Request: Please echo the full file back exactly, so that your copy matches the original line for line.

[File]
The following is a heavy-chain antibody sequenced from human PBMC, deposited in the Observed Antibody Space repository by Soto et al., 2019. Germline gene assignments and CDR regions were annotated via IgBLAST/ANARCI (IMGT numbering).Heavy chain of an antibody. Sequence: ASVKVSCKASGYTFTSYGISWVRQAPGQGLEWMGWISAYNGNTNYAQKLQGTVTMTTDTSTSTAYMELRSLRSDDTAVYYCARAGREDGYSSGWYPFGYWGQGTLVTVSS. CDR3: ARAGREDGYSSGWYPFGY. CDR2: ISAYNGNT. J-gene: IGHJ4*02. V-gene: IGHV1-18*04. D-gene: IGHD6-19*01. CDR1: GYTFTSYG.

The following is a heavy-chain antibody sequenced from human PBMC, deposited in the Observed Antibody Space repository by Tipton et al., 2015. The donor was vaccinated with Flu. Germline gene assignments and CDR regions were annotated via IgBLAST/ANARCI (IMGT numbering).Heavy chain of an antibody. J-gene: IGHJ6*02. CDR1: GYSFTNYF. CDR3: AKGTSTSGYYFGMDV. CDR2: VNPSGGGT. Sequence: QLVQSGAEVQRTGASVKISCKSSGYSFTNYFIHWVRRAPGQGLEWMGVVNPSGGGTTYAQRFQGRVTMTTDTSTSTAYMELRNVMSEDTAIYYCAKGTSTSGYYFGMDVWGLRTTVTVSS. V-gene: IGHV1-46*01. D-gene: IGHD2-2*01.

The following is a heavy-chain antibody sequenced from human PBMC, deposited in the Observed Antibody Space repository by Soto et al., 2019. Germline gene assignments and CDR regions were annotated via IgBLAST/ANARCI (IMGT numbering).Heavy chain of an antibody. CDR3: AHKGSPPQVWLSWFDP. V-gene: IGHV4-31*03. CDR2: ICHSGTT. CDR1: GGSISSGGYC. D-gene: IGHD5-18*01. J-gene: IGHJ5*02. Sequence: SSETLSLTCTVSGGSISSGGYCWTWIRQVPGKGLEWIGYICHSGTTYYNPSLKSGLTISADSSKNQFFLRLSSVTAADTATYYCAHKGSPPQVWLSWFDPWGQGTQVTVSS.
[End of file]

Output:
The following is a heavy-chain antibody sequenced from human PBMC, deposited in the Observed Antibody Space repository by Soto et al., 2019. Germline gene assignments and CDR regions were annotated via IgBLAST/ANARCI (IMGT numbering).Heavy chain of an antibody. Sequence: ASVKVSCKASGYTFTSYGISWVRQAPGQGLEWMGWISAYNGNTNYAQKLQGTVTMTTDTSTSTAYMELRSLRSDDTAVYYCARAGREDGYSSGWYPFGYWGQGTLVTVSS. CDR3: ARAGREDGYSSGWYPFGY. CDR2: ISAYNGNT. J-gene: IGHJ4*02. V-gene: IGHV1-18*04. D-gene: IGHD6-19*01. CDR1: GYTFTSYG.

The following is a heavy-chain antibody sequenced from human PBMC, deposited in the Observed Antibody Space repository by Tipton et al., 2015. The donor was vaccinated with Flu. Germline gene assignments and CDR regions were annotated via IgBLAST/ANARCI (IMGT numbering).Heavy chain of an antibody. J-gene: IGHJ6*02. CDR1: GYSFTNYF. CDR3: AKGTSTSGYYFGMDV. CDR2: VNPSGGGT. Sequence: QLVQSGAEVQRTGASVKISCKSSGYSFTNYFIHWVRRAPGQGLEWMGVVNPSGGGTTYAQRFQGRVTMTTDTSTSTAYMELRNVMSEDTAIYYCAKGTSTSGYYFGMDVWGLRTTVTVSS. V-gene: IGHV1-46*01. D-gene: IGHD2-2*01.

The following is a heavy-chain antibody sequenced from human PBMC, deposited in the Observed Antibody Space repository by Soto et al., 2019. Germline gene assignments and CDR regions were annotated via IgBLAST/ANARCI (IMGT numbering).Heavy chain of an antibody. CDR3: AHKGSPPQVWLSWFDP. V-gene: IGHV4-31*03. CDR2: ICHSGTT. CDR1: GGSISSGGYC. D-gene: IGHD5-18*01. J-gene: IGHJ5*02. Sequence: SSETLSLTCTVSGGSISSGGYCWTWIRQVPGKGLEWIGYICHSGTTYYNPSLKSGLTISADSSKNQFFLRLSSVTAADTATYYCAHKGSPPQVWLSWFDPWGQGTQVTVSS.